Data runs the world of business. It helps us understand what our competitors, external stakeholders and wider business ecosystems are up to. Perhaps most importantly, it helps us understand customer habits and behaviours, which allows us to make better decisions, anticipate needs, and create a more rewarding – and profitable – customer experience.
Companies that aren’t leveraging their data run the risk of losing customers.
“In one recent study, eMarketer found that 72% of consumers are likely to drop a brand or service if they encounter a “disconnected user experience.”
Yet according to a report from Splunk research, more than half of all that data we collect goes unanalysed and unused. This so-called “dark data” has enormous potential, but too often it is ignored, piling up with no clear way to use it to make better business decisions.
That mountain of dark data is tantamount to leaving money on the table.
“The issue is so big that the British government is now trying to address it through a National Data Strategy to “drive the collective vision that will support the UK to build a world-leading data economy.”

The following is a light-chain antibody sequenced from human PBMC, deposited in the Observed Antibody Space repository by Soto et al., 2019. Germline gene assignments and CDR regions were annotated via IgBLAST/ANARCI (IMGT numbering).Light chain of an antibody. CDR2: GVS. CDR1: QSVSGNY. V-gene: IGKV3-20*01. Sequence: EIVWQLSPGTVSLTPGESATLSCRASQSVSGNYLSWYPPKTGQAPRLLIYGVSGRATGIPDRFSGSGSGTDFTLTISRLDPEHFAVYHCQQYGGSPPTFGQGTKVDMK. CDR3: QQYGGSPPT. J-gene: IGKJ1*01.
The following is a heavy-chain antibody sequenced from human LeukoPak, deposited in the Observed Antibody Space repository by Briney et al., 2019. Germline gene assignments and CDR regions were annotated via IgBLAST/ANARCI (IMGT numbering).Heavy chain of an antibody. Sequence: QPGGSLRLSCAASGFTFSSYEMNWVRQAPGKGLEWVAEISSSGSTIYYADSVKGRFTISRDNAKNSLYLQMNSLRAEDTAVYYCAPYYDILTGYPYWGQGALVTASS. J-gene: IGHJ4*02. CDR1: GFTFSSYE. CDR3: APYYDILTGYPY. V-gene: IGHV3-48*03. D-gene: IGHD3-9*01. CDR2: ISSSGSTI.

The government is taking a deep dive into what they want 2030 to look like and how data will be used to make this vision reality. While national strategies are laudable, however, businesses don’t have the luxury of this long-term approach.
As third-party data collection phases out thanks to GDPR and other privacy measures, brands must turn to their first-party data and leverage it for all it is worth to create a better customer experience.
So why is so much of this valuable data going dark? Let’s look at some of the most common obstacles.
Charles Holive, who serves as a managing director at software provider Sisense, believes dark data begins with a lack of understanding of who is in charge of the data and how it’s used.
Unless you make it abundantly clear who is meant to derive what types of insights from which data sets, “Everybody is going to assume that somebody else is taking care of the data,” Holive cautions in his company’s Radical Transparency podcast. “And the result is, nobody does.”
But before you can determine whose job it is, you have to decide what your company wants to do with all that data – or, as Holive puts it, how you will use it to delight your customers.